[math]\displaystyle{ \Psi_{b, i}= Ln_{2} \left ( D_{b, j} \right ) }[/math] (22)


  • Note on equations

The gravel is divided into N grain size ranges bounded by N+1 sizes Db,i, i = 1 to N+1. The grain size distribution of the surface (active) layer of the bed is specified in terms of the N+1 pairs (Db,i, Ff,i), i = 1..N+1, where Ff,i denotes the percent finer in the surface layer. Here Db,1 must be the coarsest size, such that Ff,1 = 100, and Db,N+1 must be the finest size, such that Ff,N+1 = 0.

The finest size must equal or exceed 2 mm. That is, the sand must be removed from the surface size distribution, and the fractions appropriately re-normalized, in determining the surface grain size distribution to be input into Acronym1.

If the boundary shear stress at the bed includes a component of form drag, the component must be removed before computing u.

Once the parameters qbi are known, the total volume bed load transport rate per unit width qbT and the fractions pi in the bedload can be calculated as equations 14.

The results are presented in terms of qbT and the grain size distribution of the bed load, which is computed from the values of pi. These same fractions pi are used to compute the geometric mean and geometric standard deviation of the bedload, from the relations of equations 16, 17, 18, 19.

The percent finer in the bedload pf,i for the grain size Df,i is obtained from the fractions pi as follows: pf,1 = 100 pf,i = pf,i-1 - 100 pi-1 (i=2~N+1)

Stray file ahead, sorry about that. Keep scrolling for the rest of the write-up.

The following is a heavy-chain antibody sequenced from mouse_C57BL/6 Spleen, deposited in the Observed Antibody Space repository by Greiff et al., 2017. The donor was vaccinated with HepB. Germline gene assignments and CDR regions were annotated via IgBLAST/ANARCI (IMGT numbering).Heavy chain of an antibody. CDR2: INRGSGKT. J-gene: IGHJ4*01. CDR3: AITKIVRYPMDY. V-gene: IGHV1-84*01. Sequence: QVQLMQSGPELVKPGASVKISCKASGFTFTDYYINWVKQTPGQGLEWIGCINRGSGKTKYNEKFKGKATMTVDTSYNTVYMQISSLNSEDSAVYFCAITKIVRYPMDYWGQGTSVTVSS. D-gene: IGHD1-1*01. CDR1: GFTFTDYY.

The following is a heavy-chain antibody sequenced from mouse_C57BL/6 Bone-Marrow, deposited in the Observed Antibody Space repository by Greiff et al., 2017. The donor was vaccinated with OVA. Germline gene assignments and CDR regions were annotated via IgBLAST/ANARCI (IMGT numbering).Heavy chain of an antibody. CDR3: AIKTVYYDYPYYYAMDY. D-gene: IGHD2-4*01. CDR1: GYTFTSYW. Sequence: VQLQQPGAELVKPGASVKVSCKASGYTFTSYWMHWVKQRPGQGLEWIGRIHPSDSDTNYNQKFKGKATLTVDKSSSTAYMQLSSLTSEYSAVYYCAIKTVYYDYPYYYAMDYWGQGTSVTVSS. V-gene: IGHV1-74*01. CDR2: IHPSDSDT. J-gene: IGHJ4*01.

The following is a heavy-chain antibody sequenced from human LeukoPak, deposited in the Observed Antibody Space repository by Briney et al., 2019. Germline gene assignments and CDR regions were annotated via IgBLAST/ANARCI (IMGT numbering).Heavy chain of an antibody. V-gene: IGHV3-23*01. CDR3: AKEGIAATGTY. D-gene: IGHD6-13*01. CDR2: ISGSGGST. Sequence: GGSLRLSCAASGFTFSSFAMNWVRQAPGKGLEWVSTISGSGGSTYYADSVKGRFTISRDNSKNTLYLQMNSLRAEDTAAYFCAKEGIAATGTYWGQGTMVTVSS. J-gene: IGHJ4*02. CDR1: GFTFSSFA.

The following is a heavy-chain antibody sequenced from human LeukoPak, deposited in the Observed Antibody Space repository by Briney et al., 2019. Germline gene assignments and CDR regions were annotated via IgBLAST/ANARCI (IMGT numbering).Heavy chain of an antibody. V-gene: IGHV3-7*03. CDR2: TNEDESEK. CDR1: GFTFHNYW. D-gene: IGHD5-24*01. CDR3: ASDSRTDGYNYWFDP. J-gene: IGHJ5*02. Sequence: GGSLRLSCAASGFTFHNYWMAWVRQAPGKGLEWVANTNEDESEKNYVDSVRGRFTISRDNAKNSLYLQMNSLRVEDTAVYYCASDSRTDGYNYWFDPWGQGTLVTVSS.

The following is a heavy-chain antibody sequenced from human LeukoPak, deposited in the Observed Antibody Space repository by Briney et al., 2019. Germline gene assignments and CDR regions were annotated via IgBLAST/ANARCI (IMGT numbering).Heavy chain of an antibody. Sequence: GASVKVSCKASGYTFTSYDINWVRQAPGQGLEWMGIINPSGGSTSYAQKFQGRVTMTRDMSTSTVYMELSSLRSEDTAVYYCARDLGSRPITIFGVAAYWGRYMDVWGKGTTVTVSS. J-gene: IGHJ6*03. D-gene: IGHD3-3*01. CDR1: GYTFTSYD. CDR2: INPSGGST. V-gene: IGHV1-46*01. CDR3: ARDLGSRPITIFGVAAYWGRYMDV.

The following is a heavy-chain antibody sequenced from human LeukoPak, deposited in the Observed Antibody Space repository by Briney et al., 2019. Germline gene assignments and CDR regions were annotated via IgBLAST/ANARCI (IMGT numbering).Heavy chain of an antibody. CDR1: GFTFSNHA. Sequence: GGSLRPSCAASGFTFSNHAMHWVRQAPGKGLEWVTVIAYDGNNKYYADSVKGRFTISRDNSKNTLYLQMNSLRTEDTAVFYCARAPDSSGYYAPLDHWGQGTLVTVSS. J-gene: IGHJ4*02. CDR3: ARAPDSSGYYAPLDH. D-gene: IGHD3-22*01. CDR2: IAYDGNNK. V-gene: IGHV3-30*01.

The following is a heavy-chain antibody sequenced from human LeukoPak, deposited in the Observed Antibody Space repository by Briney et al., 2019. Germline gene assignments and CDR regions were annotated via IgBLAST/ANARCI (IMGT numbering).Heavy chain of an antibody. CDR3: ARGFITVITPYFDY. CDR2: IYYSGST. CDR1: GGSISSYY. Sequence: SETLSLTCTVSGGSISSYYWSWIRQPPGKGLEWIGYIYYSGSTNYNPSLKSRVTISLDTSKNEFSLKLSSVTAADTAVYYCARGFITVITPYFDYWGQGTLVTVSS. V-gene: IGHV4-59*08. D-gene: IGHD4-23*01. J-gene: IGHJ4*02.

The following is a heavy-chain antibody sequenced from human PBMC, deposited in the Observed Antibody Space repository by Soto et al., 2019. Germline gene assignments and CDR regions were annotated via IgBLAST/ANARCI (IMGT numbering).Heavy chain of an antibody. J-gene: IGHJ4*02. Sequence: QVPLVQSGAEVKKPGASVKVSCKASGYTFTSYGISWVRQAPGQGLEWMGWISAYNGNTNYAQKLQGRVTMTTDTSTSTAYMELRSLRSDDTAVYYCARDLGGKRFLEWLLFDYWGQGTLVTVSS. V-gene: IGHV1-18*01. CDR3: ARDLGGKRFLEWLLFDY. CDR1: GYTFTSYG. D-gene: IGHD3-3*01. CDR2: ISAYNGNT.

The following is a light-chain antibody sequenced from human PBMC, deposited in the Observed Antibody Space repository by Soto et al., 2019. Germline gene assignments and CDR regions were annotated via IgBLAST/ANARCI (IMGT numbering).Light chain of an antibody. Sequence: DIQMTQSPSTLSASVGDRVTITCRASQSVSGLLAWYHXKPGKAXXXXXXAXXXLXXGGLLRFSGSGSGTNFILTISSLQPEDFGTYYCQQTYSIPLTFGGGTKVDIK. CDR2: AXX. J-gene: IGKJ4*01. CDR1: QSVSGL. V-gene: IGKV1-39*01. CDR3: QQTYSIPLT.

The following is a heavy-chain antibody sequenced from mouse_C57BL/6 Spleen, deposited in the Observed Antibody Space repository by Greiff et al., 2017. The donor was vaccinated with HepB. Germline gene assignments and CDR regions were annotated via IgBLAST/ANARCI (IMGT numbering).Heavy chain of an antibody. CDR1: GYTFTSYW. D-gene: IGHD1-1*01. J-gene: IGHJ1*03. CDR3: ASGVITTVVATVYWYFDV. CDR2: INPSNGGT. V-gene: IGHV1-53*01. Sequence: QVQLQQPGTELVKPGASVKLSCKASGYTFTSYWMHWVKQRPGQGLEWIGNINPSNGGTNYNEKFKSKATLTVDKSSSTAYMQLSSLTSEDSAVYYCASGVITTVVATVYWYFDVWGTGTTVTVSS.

Once Ff,i is specified (pf,i is computed) the value Dsx (Dlx) can be computed by interpolation. The interpolation should be done using a logarithmic scale for grain size. For example, consider the computation of Dlx where pf,i ≤ x ≤ pf,i+1. Then we got equation 20, 21, using equation 22.

In order to carry out the above calculation it is necessary to specify specific gravity of the sediment R + 1, the shear velocity of the flow u, and the grain size distribution of the material in excess of 2 mm in the surface layer (Db,i, Ff,i), i = 1 to N+1. The relation then predicts the total volume bed load transport rate per unit width qbT of material in excess of 2 mm, as well as the grain size distribution of this load (Db,i, pf,i).

  • Note on running the program

User may enter GSD on either a 0.00-1.00 scale or a 0%-100% scale, and the program will automatically convert it to a 0% -100% scale.

In the case of a uniform diameter, the user should simply enter the diameter in the diameter column, and 0 in the % passing column.

This formulation does not work for sand, so if sand is present and the border value of 2mm is present the program cuts off all sand (<2mm) and re-normalizes the remaining distribution; if sand is present and the border value of 2mm is not present the program alerts the user and exits.

This formulation requires endpoints at 0% and 100%, so if these boundary values are not present the program will automatically interpolate them.

The program automatically organizes the data, so the user may enter the distribution in whatever order they desire.

Note, the Acronym family of functions do not have a GetData function, because there is no time loop, and all the data is being outputted already.


An example run with input parameters, BLD files, as well as a figure / movie of the output

Follow the next steps to include images / movies of simulations:

See also: Help:Images or Help:Movies


Gary Parker


  • Parker, G., 1990a. Surface based bedload transport relation for gravel rivers. Journal of Hydraulic Research, 28(4), 417~436.(DOI:10.1080/00221689009499058)
  • Parker, G.,1990b. The "ACRONYM" series of Pascal programs for computing bedload transport in gravel rivers. External Memorandum M 220, St. Anthony Falls Hydraulic Laboratory, University of Minnesota.